The cost variance (CV) of a project is a measurement of how close the project's actual budget is to the estimated budget(Schwalbe 245). This value is calculated by subtracting the AC from the EV. In this manner, a negative CV means that the project has used more money then was originally planned, while a positive value means that the project is spending less money then expected. However, this does not mean that the project is doing well or badly, since this only measures the current project cost with regards to the estimated cost. That is, a CV of -$10,000 simply means that the project has used ten thousand dollars more then was originally planned.
Just like the CV, the schedule variance (SV) is a measurement of how well the project is progressing compared to what was originally planned(Schwalbe 245). However, unlike the CV, the SV is a measurement of the value that has been generated compared to the value that was expected to have been generated by this point in the project. That is, the SV measures whether or not the project is generating value at the same rate as what was projected at the beginning of the the project, while the CV measures whether or not the money spent on the project is generating value at the same rate as what was projected.
The cost performance index (CPI) can be used to estimate what the cost to complete the project will be(Schwalbe 245). This value is calculated by dividing the EV by the AC. After calculating this ratio, a project manager can reestimate the total cost of the project by dividing the original cost estimate by the generated value. For example, lets assume that a project has an EV of $10,000, an AC of $20,000 and that the total cost is estimated to be $100,000. Then we can see that the CPI is equal to 0.5 and therefore the estimate at completion (EAC) for the project can be calculated to be $200,000 (this value is gotten by dividing $100,0000 by the CPI). This value, the project's EAC, represents the estimated cost for the project, and demonstrates the most probable total cost of the project by including the project's performance information.
The schedule performance index (SPI) is a ratio between the project's EV and its PV(Schwalbe 245). While the CPI can be used to reevaluate the cost of a project, the SPI can be used to reevaluate the estimated completion date of the project. For example, if a project's EV is $1,000 and has a PV of $900, then the SPI value for this project is 1.11. This value means that the project is progressing 11% faster then originally planned, and therefore the estimated amount of time required to complete the project can be updated by shorting it by this difference.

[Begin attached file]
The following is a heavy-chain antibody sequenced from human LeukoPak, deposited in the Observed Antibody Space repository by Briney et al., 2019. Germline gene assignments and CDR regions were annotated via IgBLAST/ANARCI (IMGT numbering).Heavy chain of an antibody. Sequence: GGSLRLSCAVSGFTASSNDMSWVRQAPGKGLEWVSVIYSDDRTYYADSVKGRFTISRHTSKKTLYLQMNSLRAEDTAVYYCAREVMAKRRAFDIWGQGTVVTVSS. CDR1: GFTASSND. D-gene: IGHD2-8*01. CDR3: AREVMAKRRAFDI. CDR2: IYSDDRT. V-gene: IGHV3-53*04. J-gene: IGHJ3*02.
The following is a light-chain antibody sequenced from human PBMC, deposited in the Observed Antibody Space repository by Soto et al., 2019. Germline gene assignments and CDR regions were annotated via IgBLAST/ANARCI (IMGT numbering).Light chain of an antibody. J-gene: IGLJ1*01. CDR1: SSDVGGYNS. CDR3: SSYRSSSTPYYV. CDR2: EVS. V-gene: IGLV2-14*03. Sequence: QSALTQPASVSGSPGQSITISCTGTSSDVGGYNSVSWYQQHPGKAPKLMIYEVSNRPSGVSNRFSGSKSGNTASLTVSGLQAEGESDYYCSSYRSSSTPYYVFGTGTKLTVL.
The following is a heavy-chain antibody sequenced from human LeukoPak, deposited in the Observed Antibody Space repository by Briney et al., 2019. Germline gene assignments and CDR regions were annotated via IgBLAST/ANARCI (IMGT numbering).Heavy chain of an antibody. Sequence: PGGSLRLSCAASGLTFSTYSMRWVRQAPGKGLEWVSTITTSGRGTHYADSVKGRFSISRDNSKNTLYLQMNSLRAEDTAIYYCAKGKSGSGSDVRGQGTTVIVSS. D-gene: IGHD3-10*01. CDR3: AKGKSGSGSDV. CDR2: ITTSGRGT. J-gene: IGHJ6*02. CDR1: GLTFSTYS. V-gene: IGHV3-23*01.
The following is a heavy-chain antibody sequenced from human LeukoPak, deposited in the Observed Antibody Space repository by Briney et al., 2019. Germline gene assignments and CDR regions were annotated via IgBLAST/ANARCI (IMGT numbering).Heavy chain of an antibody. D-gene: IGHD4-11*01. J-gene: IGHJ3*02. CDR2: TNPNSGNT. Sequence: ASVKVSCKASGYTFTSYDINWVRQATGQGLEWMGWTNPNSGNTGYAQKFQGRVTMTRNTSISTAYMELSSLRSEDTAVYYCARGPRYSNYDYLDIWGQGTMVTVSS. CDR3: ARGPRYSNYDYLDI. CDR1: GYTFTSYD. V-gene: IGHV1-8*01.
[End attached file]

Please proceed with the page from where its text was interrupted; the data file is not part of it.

3 Cost Management Challenges
Without a doubt, cost management plays a large role in project management as it is represented in the the triple constraints, Scope-Cost-Time, of project management. Project managers need to pay close attention to a project's financial issues, and failure to do so may have dire consequences for an organization. Unfortunately, many difficulties can arise during the development of a project which often have effects on the cost of projects.
The first and most important challenge faced by project managers is that developing cost estimates for a large software project is a very complex task and require a great deal of effort(Schwalbe 235). Mike Cohn even suggest that it is impossible to develop an accurate cost estimate at the beginning of the project. He further claims that, although 10% of estimating effort will give about 50% of the potential accuracy, working beyond this will yield small gains in accuracy or may even decrease the accuracy of the estimate(Cohn 50). Because of this problem, project managers must understand that projects which have been initiated do not have accurate cost estimate, and therefore will not be adequately budgeted and will require adjustment.
An other significant problem when estimating the cost of projects is that project manager don't always have enough historical data and skill to properly estimate the cost of projects. This means that project managers which try to estimate project cost by analogy will not be able to create accurate estimates. These in turn will cause problems for the project once it has started.
Many of the cost estimation problems are due to the fact that humans are biased towards underestimation(Schwalbe 236). This tendency means that estimations created by both the project managers and experts must be viewed as being in the range of -25% to +75%. That is, an estimate of $100 means that the cost will most likely be between $75 and $175.
Even though there are many difficulties in creating cost estimations, this activity still needs to be completed to allow management to make successful business decisions(Schwalbe 236). By looking at the best and worst scenarios for each of the project proposals, managers can evaluate which projects better support the company's strategic goals, and which can be supported by the company. For this reason, cost management is essential to a company's functioning. Continuously estimating the work left to be completed once a project has started, may also remove unpleasant surprises for the project manager since it has been shown that estimation uncertainty decreases as the project progresses(Cohn 4).
A companies head count can create interesting challenges for a project manager. For instance, although it has been shown that employees performance decreases as they are asked to multi-task between multiple projects(Cohn 15), the impact of this problem is difficult to evaluate on a project's schedule. Furthermore, employees may be required to perform other duties due to events outside of the project's scope, which may also be outside of the project manager's influence.
Schwalbe, Kathy. Information Technology Project Management.
Cohn, Mike. Agile Estimating and Planning. Pearson Education Inc,
PMBOK Guide - Third Edition v1.2 CD-ROM.
Project Management Institute, 2004.
Poppendieck, Mary, Tom Poppendieck. Lean Software Development.